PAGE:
Catholic voices of the voiceless: the politics of reporting Rhodesian and Zimbabwean state violence in the 1970s and the early 1980s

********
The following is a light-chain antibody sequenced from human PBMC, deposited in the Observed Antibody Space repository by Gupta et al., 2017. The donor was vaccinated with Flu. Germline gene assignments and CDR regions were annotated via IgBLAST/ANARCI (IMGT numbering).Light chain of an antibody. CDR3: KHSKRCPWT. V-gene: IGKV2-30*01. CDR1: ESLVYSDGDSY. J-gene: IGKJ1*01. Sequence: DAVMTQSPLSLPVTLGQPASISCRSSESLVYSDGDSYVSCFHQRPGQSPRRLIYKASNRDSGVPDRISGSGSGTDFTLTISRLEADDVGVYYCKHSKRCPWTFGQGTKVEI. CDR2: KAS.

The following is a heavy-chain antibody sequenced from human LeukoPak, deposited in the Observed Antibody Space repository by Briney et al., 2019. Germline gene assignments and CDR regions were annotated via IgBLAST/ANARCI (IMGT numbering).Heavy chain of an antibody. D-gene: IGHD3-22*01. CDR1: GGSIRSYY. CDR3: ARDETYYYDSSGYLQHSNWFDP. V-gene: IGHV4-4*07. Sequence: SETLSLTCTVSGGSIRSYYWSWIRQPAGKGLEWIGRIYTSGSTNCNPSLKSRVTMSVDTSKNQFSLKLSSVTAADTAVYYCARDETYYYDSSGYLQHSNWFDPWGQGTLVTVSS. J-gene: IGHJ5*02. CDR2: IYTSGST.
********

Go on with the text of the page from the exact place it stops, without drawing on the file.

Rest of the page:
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Some of the worst atrocities of state violence perpetrated by the Rhodesian state were published and disseminated around the world in 1975 thanks to the Rhodesian Catholic Bishops’ and the Catholic Commission on Justice and Peace’s links to human rights organisations in London. In contrast, when the Zimbabwean state carried out similar atrocities against civilians in 1983, the Catholic Bishops and the Catholic Commission on Justice and Peace decided to cooperate internally with a Government of Zimbabwe (GOZ)-led commission announced to investigate claims against government soldiers rather than press the case internationally. The Catholic Bishops and the Catholic Commission on Justice and Peace also interacted with foreign diplomats to help assuage their concerns over the security situation – most notably media reports of civilian massacres and torture – from the Midlands and Matabeleland provinces during Operation Gukurahundi. This article investigates some of the rationale for a different approach in the early 1980s based on changing alliances and allegiances of these Catholic organisations with the Rhodesian and then Zimbabwean state. This article forms part of a series of articles exploring how Zimbabwean and non-Zimbabwean actors rationalised the Gukurahundi period.